Liz has served on many GAA committees at national level, she was a member of the Increased Participation Work Group and chaired the first ever ‘Forum for Women in Gaelic Games’ in 2000.
Having risen to Senior Management level in Aer Lingus it probably was inevitable that her skill and experience would be recognised at national level in the GAA and it came as no surprise when Liz was invited on to camogie’s Management Committee in time to prepare for its centenary celebrations in 2004.

Liz Howard’s ability as a formidable and farseeing administrator was formally ratified in March 2006 when she was elected President of Cumann Camogaiochta na nGael. She could now direct and lead camogie into a new era and open up the gates to progress and heighten camogies image for a more demanding audience.

Despite her busy schedule Liz has not lost her links with Burgess and with Tipperary and never will, but for the present she has found her niche in the role to which she was elected and camogie will have benefited hugely from the leadership and inspiration that Liz brings to her position.

Hall of Fame Award.

The winner of the Hall of Fame Award is the legendary Tipperary hurler Tony Wall.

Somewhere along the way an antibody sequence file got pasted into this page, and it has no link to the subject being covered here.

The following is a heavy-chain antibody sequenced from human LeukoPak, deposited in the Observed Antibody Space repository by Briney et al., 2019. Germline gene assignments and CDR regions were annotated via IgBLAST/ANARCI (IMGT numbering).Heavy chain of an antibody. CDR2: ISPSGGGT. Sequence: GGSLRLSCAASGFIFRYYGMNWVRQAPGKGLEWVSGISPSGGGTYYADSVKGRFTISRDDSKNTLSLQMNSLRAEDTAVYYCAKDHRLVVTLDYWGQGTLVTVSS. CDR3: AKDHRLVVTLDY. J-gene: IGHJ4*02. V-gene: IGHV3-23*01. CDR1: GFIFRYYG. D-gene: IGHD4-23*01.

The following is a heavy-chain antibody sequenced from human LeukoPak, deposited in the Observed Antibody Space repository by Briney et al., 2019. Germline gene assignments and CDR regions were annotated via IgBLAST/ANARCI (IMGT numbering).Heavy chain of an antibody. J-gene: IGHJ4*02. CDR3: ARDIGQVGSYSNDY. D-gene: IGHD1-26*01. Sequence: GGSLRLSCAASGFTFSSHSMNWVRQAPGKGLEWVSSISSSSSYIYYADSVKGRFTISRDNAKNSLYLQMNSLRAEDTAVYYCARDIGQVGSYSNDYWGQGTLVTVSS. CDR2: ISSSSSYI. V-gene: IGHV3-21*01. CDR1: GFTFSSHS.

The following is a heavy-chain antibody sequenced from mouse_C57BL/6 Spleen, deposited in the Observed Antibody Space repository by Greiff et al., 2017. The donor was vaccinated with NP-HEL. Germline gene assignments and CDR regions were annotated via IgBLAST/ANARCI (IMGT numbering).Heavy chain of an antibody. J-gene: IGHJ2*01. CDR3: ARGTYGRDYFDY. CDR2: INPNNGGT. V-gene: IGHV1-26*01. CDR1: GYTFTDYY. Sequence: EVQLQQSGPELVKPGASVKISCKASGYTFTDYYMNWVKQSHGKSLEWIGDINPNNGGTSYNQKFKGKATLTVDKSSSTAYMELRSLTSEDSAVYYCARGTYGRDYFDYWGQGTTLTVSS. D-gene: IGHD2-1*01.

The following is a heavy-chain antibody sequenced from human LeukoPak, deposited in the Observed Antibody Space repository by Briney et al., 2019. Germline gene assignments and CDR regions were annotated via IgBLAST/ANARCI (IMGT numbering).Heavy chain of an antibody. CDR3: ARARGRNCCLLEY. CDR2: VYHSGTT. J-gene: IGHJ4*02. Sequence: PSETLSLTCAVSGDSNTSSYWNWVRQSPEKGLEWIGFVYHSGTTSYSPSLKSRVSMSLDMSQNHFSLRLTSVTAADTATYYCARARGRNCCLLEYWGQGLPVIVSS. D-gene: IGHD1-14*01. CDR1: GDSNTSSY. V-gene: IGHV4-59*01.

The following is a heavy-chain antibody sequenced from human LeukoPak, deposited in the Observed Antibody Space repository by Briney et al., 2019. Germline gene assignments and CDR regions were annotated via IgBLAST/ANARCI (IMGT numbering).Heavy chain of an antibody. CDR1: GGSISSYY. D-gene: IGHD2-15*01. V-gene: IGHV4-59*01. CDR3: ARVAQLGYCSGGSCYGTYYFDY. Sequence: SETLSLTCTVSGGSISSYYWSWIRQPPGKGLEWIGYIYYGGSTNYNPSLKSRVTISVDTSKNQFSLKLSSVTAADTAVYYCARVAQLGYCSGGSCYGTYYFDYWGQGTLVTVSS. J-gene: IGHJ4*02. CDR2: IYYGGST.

A native of Thurles, Tony attended the local Christian Brothers school and was a member of the team that brought them two Harty Cup trophies in 1951 and 1952.  His special talent had already come to the attention of the Tipperary selectors and Tony was selected on the county minor team in 1950. Tipp won the Munster title but lost to Kilkenny in the final. Tony was again on the unsuccessful 1951 team but in 1952 Tony was appointed captain and Tipperary went on to win the Munster and All Ireland titles.

Not long after leaving school Tony joined the Army Cadets and almost immediately became part of the Tipperary senior panel. He played in the 1954 senior championship at left half back and moved to centre half back when Pat Stakelum retired after the 1957 season. Tony had gained a county championship title in 1952 with Thurles Sarsfields while still a minor and became a vital member of an amazing club side that would rule Tipperary hurling for many years